The warmth of the spaces counters the tension of the horror that occurs in the story of the film. "A lot of it for me is finding the places and things that convey the [right] emotion," says Hermansen, "So I'm always looking for that thing that gives me the emotion I'm looking for." When Andy and his mom Karen move into an old apartment building, there's a sense that it was once a grand place that's been there for a long time and has fallen on hard times. There's wallpaper peeling off, notices, worn carpets, dim lighting, and, one would imagine, curmudgeonly neighbors"or worse.
Zed-Mart, the store that sells everything and where Karen works the daily grind, is set in an older, tired-looking building from the 60s with some great period architecture. "It's a store that has seen better days and times economically. It's not going to feel so pristine. It's not a perfect world."
In the Zed-Mart warehouse, which also happens to be one of Klevberg's favorite sets, Hermansen amped the creep factor with dismembered dolls and toys, shadows, and plenty of smoke. "It's an environment that's experienced through a child's eyes, so it's kind of horrific," he says, "Broken world, broken toys."
It's all about finding small touches to help create that sense of foreboding " like the unsettling masks in Andy's room. "Lars is very attention to detail oriented. He pays attention to everything. He's got a great definite vision of what he wants, so it's easier to get there and make his vision come to life."
Getting The Look
Director of Photography Brendan Uegama was no stranger to moody, dark lighting having previously worked on shows like the "Chilling Adventures of Sabrina" and "Riverdale." Both he and Klevberg wanted to capture a natural look that danced on the edge of mercurial darkness, but also bringing a pop of color into it.
The duo pulled reference images from many places, looking at hundreds if not thousands of photos. A major point of inspiration became were some of Spielberg's films in the 80s, ET, and others.
"In Andy's room there's a lot of color," explains Uegama, "We pushed light through the window, making his room feel a little safer and have a magical vibe, whereas when you get out on the streets and other areas it should feel a bit greyer and ran down."
Growing up, a child's room is one of his favorite places. "For me, I made my room kind of special by putting up things I liked in it, that we were part of me, and I guess made it feel a little safer. In the movie that's a major place where Chucky and Andy bond and become good friends early on. So it was always a place where when Andy's uncomfortable outside or inside the house with Shane there [his mother's boyfriend], he can go to his room and it feels a little more safe."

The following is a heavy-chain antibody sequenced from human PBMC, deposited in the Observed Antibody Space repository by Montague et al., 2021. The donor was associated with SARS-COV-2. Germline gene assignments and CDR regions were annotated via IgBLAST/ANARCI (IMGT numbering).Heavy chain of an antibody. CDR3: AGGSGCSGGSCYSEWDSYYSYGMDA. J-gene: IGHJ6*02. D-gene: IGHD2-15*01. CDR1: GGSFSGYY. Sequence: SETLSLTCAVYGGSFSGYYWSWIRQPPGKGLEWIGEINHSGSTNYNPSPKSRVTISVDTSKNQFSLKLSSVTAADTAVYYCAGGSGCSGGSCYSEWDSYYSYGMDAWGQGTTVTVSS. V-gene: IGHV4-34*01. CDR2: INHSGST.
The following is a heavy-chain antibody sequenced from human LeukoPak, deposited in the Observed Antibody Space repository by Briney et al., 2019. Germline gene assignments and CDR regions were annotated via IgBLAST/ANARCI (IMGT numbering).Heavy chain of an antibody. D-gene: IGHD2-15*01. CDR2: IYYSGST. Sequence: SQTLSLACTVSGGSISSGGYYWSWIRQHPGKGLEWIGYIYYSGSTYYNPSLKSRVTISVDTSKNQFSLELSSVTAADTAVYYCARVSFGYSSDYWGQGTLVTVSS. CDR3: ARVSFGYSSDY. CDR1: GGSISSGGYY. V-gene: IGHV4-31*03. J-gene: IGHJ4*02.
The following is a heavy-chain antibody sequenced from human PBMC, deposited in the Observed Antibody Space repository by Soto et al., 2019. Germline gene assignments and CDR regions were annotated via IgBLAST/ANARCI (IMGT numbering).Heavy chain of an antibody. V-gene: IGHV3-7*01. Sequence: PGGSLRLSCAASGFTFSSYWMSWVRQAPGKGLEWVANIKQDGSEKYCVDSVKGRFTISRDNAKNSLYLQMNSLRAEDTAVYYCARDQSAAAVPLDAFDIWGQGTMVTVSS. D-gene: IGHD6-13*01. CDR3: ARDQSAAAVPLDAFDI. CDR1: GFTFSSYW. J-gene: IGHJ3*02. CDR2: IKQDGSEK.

The magic, however, comes to life once Chucky begins to blend into the mundane environment of the character's everyday lives. "There's this toy coming alive and becoming Andy's friend," says Uegama, "Letting that friendship blossom, really made that room have its own character."
There's no shortage of smoke in the movie and if you ask Lars, there's never enough smoke on set. "I'm a huge fan of the old Italian painters and film noir," he says, "I love the contrast and the film will certainly have its dark moments, but it also has a poppy look which I think is very interesting."
The smoke helped Uegama create a texture that helped the film feel more three dimensional and alive, and less stage-like. "It just makes it feel more tangible," he explains, "It gives depth and layers and complexity to the image."
It was all about creating layers. Whether that meant having clutter and walls be less than pristine, or using lighting to create dozens of shadows that could be hiding something in order to build tension. There's something always lurking in the shadows. "Sometimes it relies more on the lighting, like the set being lit by just a few in-scene lamps," explains production designer Dan Hermansen, "There's a lot of light and dark in this movie. Lots of shadows."